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EXOSAT MISSION STATISTICS


At the time of the demise of EXOSAT on the night of April 9/10 1986, 1780 seperate observations had been performed. Of these, 1643 observations were the result of successful proposals made in response to the four announcements of opportunity for participation in the EXOSAT program. The remainder were calibration, performance verification, and spacecraft operations. The AO-1, 2, 3 and 4 programs were respectively 99%, 96%, 71%, and 9% complete. Approximately 10% of the observing time went to astronomers in countries that are not members of ESA. The final breakdown of the mission by nationality (as defined by the geographical location of the principal investigator's home institute) is as follows (one observing unit = 10,000 seconds):

Country No Approved
proposals
Time
approved
(units)
Time
completed
(units)
Pointings
approved
Pointings
performed
U.K. 65 232 1769 1323 722 603
Netherlands 33 136 970 689 429 334
F.R.G. 48 132 1097 821 319 268
Italy 33 84 436 344 217 191
France 13 33 192 124 63 49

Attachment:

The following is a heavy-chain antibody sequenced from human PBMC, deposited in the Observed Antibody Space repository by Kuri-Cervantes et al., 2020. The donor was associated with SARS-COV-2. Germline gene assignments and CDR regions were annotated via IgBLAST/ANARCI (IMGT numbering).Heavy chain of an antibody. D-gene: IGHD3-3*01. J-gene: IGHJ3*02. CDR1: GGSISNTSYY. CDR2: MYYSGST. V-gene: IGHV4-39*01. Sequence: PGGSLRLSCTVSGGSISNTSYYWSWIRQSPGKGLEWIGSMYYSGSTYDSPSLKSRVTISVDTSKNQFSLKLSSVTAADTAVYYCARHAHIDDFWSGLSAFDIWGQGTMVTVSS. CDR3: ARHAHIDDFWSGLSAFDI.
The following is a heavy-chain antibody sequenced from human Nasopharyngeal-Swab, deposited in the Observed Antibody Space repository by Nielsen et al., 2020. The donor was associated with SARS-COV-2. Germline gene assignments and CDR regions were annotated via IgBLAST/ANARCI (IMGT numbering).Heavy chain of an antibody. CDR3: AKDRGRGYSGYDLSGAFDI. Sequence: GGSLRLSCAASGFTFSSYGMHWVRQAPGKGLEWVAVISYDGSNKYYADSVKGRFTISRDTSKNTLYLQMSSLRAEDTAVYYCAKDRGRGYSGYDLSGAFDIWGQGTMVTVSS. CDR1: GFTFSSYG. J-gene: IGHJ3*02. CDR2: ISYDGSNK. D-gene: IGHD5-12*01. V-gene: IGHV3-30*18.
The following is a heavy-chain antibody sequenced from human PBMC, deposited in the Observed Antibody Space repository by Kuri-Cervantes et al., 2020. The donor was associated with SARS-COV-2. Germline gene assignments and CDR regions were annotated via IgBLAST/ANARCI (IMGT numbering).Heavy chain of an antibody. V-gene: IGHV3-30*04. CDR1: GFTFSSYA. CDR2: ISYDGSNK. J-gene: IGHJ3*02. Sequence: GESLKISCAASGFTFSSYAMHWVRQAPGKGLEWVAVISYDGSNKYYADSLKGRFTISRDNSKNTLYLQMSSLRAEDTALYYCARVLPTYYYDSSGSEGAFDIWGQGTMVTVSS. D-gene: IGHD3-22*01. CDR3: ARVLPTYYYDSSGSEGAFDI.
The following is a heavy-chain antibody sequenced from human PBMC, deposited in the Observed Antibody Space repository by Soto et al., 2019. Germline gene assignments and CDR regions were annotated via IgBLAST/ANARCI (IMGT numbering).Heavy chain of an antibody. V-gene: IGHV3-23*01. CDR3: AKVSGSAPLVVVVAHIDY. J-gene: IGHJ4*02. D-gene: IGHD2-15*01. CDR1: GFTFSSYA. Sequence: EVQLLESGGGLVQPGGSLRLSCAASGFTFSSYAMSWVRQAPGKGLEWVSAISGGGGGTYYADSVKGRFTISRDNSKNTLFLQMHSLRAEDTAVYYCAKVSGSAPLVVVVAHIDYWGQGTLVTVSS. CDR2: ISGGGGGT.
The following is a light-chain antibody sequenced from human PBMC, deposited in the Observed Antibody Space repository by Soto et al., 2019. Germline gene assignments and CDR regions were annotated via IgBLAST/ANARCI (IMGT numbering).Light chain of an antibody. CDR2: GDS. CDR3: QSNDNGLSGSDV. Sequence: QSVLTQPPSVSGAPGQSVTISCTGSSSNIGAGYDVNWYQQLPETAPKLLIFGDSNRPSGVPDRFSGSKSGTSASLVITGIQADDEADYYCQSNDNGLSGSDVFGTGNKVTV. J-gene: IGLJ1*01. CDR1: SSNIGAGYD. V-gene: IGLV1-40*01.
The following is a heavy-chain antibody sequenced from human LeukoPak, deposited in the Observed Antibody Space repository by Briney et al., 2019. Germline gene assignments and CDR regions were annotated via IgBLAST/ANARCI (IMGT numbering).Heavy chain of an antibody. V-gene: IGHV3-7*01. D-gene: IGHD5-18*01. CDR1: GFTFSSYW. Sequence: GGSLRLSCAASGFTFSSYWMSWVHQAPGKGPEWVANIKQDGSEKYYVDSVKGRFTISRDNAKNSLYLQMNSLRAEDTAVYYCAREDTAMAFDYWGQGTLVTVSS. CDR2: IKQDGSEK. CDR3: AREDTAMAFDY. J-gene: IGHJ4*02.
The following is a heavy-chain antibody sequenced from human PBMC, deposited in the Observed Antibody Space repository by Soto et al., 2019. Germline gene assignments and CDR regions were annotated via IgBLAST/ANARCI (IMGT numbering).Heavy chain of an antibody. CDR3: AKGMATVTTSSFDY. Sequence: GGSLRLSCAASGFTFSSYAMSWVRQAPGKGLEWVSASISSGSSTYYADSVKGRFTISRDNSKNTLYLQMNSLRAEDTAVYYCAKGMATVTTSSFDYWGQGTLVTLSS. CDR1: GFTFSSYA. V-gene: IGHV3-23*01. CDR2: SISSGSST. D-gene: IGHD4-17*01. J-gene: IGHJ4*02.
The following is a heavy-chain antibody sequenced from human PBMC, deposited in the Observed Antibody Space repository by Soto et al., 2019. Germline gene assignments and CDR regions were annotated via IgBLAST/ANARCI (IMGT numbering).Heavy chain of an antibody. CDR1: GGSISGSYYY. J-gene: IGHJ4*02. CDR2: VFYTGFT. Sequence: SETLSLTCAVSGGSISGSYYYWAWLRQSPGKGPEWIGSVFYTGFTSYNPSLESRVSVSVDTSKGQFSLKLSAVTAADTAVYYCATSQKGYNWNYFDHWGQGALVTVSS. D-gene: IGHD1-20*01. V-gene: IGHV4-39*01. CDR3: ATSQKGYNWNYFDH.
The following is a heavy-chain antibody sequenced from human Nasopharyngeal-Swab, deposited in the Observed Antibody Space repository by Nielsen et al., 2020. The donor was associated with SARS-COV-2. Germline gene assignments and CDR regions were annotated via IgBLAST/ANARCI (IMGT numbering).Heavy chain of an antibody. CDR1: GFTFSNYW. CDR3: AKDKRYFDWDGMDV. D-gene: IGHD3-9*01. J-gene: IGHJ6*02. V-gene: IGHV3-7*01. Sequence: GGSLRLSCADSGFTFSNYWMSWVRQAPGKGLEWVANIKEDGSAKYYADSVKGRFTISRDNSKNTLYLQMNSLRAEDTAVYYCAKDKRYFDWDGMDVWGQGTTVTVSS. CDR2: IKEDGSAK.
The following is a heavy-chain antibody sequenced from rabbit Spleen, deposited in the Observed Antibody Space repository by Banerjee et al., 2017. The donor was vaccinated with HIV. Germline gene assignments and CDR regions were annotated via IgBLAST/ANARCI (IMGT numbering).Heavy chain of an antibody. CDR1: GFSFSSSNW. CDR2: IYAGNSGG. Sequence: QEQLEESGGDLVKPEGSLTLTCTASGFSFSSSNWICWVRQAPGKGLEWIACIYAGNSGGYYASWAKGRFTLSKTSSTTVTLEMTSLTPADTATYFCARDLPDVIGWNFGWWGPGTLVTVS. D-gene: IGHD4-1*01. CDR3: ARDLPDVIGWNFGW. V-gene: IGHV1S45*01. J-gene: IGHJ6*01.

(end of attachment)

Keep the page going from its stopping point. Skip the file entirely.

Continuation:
U.S.A. 40 84 558 324 200 142
Denmark 1 6 56 56 21 21
Australia 4 7 28 25 11 10
Spain 3 5 20 7 8 4
Eire 1 1 11 11 2 2
Finland 1 1 10 10 2 2
Sweden 2 2 5 5 3 3
Turkey 1 1 3 3 2 2
Czechoslovakia 1 1 3 3 1 1
Sub-total 247 726 5158 3745 2001 1643
Cal/PV/Ops- --485- 137
Total---4230- 1780

The total elapsed time between detection of the first photon on 19 June 1983 and the last photon on 1986 April 9 was 8845 units, of which 5390 units were actually spent observing (including calibration and performance verification targets, but excluding slew time). On average, observation durations were ~25% longer than the completed time given in the table because of overheads involved in the planning and execution of observations.

The resulting operating efficiency was 61% of the total mission duration and 69% of the maximum usable time above the radiation belts (for the latter the remaining time was spent maneouvring). The time lost due to problems with the spacecraft and to high solar activity (causing unacceptably high background) was a very small fraction of the total mission duration (~3 weeks out of three years).

The flexibility of the EXOSAT mission operations was such that the program could be broken into and a new observation planned and executed within a few hours. In total ~150 observations of 59 objects were performed as targets of opportunity. Observations of ~50 sources - both targets of opportunity and already approved observations (e.g. recurrent novae, X-ray transients, active galactic nuclei) - were made after receiving alerts of their outbursts from other observatories.


P. Barr


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